LGBT couples and Islands destination weddings: A marriage made in heaven

| clients tying the knot on Maui.For Kevin Rebelo and his husband Frank Rebelo-Miholer, owners of Maui-based, the law that legalized same-sex marriage across the Aloha State late last year has been a long time coming.

"We were looking for someone to marry us here 20 years ago and couldn't find anybody," Rebelo said. "So we formed a service to do it, and we're happy that finally the service we offer is recognized by the government."

Describing Hawaii's difficult road to marriage equality as a "personal struggle," Rebelo said he and his husband have been "swamped" since Hawaii Gov. Neal Abercrombie signed the state's marriage equality legislation in November.

"We've probably booked between two and three weddings a day since the law passed," Rebelo said of his LGBT business.

Bookings, of course, are only part of the job, and there's been even more to do since the new same-sex marriage law took effect across the islands Dec. 14.

"We've basically been doing one wedding a day since it became legal," Rebelo said. "In the past, we might have done one a month."

Paying agents 10% commissions on all destination wedding packages, Rebelo said the U.S. federal government's recognition of gay and lesbian marriages has really helped make Hawaii's new state legislation very attractive to LGBT couples interested in tying the knot.

"We've noticed that the majority of our clients are coming from Texas or other states where it doesn't look like gay and lesbian marriages are going to be legalized any time soon," he explained. "People feel like they can come here and have their marriage and it will be recognized by the federal government."

According to Rebelo, that federal recognition might not be granted to same-sex marriages performed in destinations that regularly compete with Hawaii for business.

"If [couples] go to Mexico, for example, or the Bahamas, that may not be the case." he said. "So for those looking for a tropical destination wedding, if they come to Hawaii, it's part of the U.S., and the federal government is going to recognize that marriage. That's crucial."

Neal Miller, owner and president of the Atlanta-based Neal Miller Travel Co., also said that Hawaii's new law has led to a substantial increase in LGBT destination wedding inquiries and bookings from clients across the U.S.

"This has been the busiest December and start to January I've had," he said, noting that about 40% of his business comes from LGBT clientele. "And a lot of the activity and questions coming in is in regard to the LGBT weddings in Hawaii specifically."

Lounge area at Andaz Maui.A one-time Oahu resident, Miller said he expects his Aloha State LGBT destination business to jump 50% in 2014, due in part to larger wedding parties.

"I think now, because of this move with the legalization [of same-sex marriage], the families are more on board," he said. "There's been positive media coverage that, in my opinion, is swaying the opinions of some family members that may have been on the fence about whether they wanted to be a part of the event... It's swaying their opinions in a positive way."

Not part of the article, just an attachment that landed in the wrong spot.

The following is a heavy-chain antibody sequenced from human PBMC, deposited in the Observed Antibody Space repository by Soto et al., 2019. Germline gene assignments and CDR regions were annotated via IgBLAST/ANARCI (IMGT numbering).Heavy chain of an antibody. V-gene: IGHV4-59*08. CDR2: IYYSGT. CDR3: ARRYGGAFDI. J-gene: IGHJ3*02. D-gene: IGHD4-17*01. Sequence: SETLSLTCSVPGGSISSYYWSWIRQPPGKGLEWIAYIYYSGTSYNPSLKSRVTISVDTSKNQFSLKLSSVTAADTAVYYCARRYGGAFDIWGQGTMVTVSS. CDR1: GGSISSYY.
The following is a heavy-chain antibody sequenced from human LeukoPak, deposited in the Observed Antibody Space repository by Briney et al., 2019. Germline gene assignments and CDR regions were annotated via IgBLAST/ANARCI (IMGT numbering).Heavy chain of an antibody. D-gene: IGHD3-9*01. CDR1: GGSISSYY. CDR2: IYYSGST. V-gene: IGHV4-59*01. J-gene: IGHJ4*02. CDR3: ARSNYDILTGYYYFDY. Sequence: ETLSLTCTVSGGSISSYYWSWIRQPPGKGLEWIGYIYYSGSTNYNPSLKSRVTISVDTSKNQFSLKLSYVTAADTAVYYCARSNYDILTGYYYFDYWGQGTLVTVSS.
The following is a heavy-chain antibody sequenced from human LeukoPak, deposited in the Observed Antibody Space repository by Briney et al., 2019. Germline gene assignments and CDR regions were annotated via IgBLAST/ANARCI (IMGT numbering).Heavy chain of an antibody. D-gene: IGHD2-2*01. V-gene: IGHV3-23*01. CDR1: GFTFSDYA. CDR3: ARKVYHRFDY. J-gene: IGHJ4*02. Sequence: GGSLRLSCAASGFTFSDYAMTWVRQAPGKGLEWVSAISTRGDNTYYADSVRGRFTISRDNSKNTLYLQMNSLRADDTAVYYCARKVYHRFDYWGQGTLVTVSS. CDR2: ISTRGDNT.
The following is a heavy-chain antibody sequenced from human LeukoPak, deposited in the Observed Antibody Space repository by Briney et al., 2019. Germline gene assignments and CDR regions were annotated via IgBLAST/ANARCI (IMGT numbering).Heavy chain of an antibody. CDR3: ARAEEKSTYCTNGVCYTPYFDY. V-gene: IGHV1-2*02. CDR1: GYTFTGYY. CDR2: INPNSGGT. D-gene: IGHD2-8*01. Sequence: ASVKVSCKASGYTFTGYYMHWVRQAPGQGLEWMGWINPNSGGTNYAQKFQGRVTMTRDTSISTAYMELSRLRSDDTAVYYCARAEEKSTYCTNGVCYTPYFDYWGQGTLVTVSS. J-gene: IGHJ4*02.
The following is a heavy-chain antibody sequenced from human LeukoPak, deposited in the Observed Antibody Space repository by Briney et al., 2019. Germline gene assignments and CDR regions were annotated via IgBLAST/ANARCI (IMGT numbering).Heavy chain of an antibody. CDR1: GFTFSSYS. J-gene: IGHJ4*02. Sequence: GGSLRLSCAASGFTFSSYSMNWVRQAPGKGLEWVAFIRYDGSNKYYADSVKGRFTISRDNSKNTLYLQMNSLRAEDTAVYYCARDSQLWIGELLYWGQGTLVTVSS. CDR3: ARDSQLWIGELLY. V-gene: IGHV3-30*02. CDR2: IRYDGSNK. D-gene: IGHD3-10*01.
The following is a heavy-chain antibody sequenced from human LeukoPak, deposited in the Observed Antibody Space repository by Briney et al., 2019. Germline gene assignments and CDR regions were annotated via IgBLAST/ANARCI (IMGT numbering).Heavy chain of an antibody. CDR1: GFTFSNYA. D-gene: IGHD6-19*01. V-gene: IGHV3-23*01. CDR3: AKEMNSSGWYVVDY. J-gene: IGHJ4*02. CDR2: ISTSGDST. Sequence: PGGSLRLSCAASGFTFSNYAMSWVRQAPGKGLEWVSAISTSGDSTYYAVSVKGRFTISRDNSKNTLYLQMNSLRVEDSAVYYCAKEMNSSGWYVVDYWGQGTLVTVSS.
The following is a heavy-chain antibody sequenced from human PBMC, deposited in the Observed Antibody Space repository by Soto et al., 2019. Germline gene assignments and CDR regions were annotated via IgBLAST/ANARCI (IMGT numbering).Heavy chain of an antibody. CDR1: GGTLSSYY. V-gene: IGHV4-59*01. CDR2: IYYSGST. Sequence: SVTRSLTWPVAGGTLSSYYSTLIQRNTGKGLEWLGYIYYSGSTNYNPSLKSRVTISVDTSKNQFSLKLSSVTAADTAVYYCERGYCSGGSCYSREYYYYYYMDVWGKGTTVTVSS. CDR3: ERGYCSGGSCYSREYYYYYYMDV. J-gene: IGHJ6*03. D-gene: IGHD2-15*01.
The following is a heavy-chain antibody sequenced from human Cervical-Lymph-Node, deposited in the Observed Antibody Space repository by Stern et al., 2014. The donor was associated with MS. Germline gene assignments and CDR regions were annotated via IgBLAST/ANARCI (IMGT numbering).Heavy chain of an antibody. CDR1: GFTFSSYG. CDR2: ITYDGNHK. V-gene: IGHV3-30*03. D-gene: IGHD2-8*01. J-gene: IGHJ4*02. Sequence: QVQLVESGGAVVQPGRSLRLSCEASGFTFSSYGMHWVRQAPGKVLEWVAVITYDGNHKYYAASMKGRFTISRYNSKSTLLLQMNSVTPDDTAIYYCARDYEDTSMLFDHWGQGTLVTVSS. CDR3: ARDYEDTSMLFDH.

Many of the LGBT weddings Miller books in Hawaii take place on Oahu, and while he works regularly with the Hyatt Regency Waikiki for accommodations and receptions, he likes to have clients actually hold their ceremony on the island's east coast.

"We often end up doing them out a Waimanalo Beach," he said. "It's such a beautiful setting out there for a ceremony, and you don't usually have to worry about crowds being in the background of your pictures."

On Maui, however, Miller prefers to book clients in the private villas at the Royal Lahaina Resort on the northern end of Ka'anapali Beach.

"Two of those villas actually have a gate that opens up right onto the beach" he said. "So you can have your reception in your private villa and have a gate that opens up to the beach where you do the ceremony."

Rebelo, on the other hand, prefers south Maui venues for his clients and said the majority of their beach marriages are conducted at Po'olenalena just south of the Wailea resorts.

"You've got the palm trees there, and you've got black lava rock, long stretches of sandy beach, which make for beautiful photography," he explained. "And it's much more intimate and private without all the hotel guests around."

When it comes to Maui accommodations for gay and lesbian visitors, Rebelo was quick to mention the Maui Sunseeker LGBT Resort in Kihei, but he also spoke of one of the Valley Isle's newest additions: the Andaz Maui at Wailea.

"It's new and modern and has the sensibility that the LGBT community would like," he said. "Some of the resorts, like the Grand Wailea, are more family oriented and have the kids splashing in the pool. The Andaz just has a much more adult feel to it."

According to Chuck Spence, owner of the Sunseeker Resort, Hawaii's new same-sex marriage law has already boosted business substantially, but he said this could just be the start of much more to come.

"We have seen a staggering increase in same-sex wedding reservations," he said.

"In the entire year of 2012, the hotel arranged 53 civil unions, [but] we've already received reservations for 55 weddings over the next year. 85% of those weddings are from out of state and involve multiple room bookings, [and] if reservations stay on the same trajectory, Maui Sunseeker could arrange as many as 300 weddings in 2014."


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